In an effort to continue the conversation, today – Election Day – I am going to dare detangle the makings of the ideal political candidate who will advocate for mental health wellness, on many levels.
Tough call – not just because of the myriad matters of import on the global table, but the vast level of understanding one must have to align with mental health to implement true social change.
As an advocate for mental health awareness, ending stigma and the misunderstandings around mental illness is an important matter for me. I’m going to look at candidates running for office with a watchful eye on this front.
But let’s face it – there are so many issues voting citizens stand behind that the idea of a well-educated candidate who’s truly committed to understanding the broad range of mental health diagnose might seem rare – or is it?
Recently, I became a recipient of the Mass Health benefit – part of the new national healthcare system. There are kinks that need to be worked out and change takes hardship and time, but catch this: behavioral health is not included in the package but is rather a separate “arm” of Mass Health offerings that often takes many months to acquire. This simple fact alone made me yes – scared out of my skin, but also helped me realize that there’s a distinct overall ignorance of the realities of mental health illness from the top down.
How can mental health not be part of basic medical care? Herein lies the rub: there’s a lack of understanding or maybe basic societal fear in accepting that our heads are attached to our bodies and mental health doesn’t require the same level of treatment of say cancers, strokes or aneurisms, to name a few? To witness the rights of those with a mental health diagnoses being categorized as an “arm” obtained with difficulty within a general health care option is appalling to me and those in this community. How could this happen, I thought?
Politically, I believe it goes back to the basic fact that there are too many issues on the table. How are potential politicians going to have a true understanding of the basic principles of mental health unless they themselves have a diagnoses or someone they know manages one. As inferred, that’s not a far flung reach – if one in four people manage a mental health diagnoses, the percentages are good that everyone has some first-hand experience with mental illness. Here’s where it gets tricky – it seems to me. That understanding “mental health” then becomes the face of that person’s personal understanding and not the reality of a broad array of diagnoses that run the gamut from one end of the mental health spectrum to the other.
And I understand. I manage a bipolar I diagnoses. There was a time that I honestly could not conjure up sympathy for people who would say they were struggling with anxiety or maybe a mild depression. I was young, afraid of my own issues and didn’t have the time to invest in understanding anyone’s diagnoses but my own. It would be like someone with brain cancer saying to someone with serious skin melanomas – oh pashaw: you have no clue.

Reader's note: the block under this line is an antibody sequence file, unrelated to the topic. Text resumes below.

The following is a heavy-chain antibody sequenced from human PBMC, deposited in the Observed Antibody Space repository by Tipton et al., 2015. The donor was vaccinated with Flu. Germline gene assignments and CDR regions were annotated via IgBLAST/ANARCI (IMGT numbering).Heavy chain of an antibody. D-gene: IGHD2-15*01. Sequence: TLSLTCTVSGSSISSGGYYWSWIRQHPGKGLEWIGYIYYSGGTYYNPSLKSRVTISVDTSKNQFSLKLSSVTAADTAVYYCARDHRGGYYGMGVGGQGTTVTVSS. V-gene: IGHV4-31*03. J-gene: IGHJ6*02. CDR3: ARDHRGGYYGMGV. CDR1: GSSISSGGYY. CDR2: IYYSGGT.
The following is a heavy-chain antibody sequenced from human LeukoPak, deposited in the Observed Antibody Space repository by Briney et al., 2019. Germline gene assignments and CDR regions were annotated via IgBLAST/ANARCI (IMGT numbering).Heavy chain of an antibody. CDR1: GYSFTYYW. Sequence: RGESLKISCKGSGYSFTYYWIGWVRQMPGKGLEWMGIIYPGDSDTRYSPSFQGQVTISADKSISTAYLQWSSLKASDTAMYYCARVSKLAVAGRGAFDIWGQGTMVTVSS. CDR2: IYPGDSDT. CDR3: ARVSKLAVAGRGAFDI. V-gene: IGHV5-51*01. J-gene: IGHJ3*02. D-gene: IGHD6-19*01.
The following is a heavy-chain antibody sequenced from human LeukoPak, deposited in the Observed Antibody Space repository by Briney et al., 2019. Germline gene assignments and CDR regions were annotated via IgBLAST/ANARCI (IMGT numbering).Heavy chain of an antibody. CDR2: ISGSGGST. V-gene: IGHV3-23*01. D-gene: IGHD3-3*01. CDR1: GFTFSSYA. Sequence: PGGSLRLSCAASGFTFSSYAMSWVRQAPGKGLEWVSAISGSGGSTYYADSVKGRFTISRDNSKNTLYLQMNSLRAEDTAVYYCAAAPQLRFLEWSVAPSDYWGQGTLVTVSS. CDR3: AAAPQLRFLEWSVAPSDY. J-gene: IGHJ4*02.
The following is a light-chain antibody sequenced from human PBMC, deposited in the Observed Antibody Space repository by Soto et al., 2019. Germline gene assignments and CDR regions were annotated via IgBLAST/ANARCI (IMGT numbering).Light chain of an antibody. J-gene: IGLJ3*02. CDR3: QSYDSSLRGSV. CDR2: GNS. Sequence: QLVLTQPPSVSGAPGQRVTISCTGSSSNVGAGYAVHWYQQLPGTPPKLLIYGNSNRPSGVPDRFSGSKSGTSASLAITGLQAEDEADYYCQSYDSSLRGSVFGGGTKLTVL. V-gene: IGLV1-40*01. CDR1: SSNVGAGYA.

So what should we do? I vote we study the concept of empathy.
I heard a lecture on the topic once by a well-known scholar. It was the first time I understood the gift of empathy, and I was well into my 20’s at the time. It’s a word volleyed around more often now, but I wonder if people practice true empathy. Webster’s Dictionary defines it as: “(n) noun: the feeling that you understand and share another person’s experiences and emotions: the ability to share someone else’s feelings”.
Having empathy, it seems to me, is conjuring up personal experience and appreciation for a situation by recalling experiences and/or feelings of your own. Easier said than done, but it’s the level of kindness and compassion we can have for each other if we choose to listen and only ask questions when learning about a person’s situation – their life. Their description is going to trigger a thought that will enable better relation to the situation. This is a brand of empathy.
So guess what? A person’s symptoms of anxiety, for example, I now know are just as frightening to them as memories of my manic episodes have been for me.
Bombarded with thousands of social and fiscal issues, any politician is going to pick their platform based on their personal reality and constituent needs. But if that politician also has the basic principal of empathy covered, they’re going to better understand things like the spectrum of mental health, the import of overall health care and how to eradicate stigma by talking candidly about mental health and wellness in general.
I urge you to know your local selectman, council people, state representative and senators – and even lobby at the state and national levels.
As advocates of mental health wellness and fair treatment, we too, should have some empathy for all others – including our politicians. Through education and better understanding why maintaining the conversation is of such great import, change will eventually happen.
Here’s to humanity.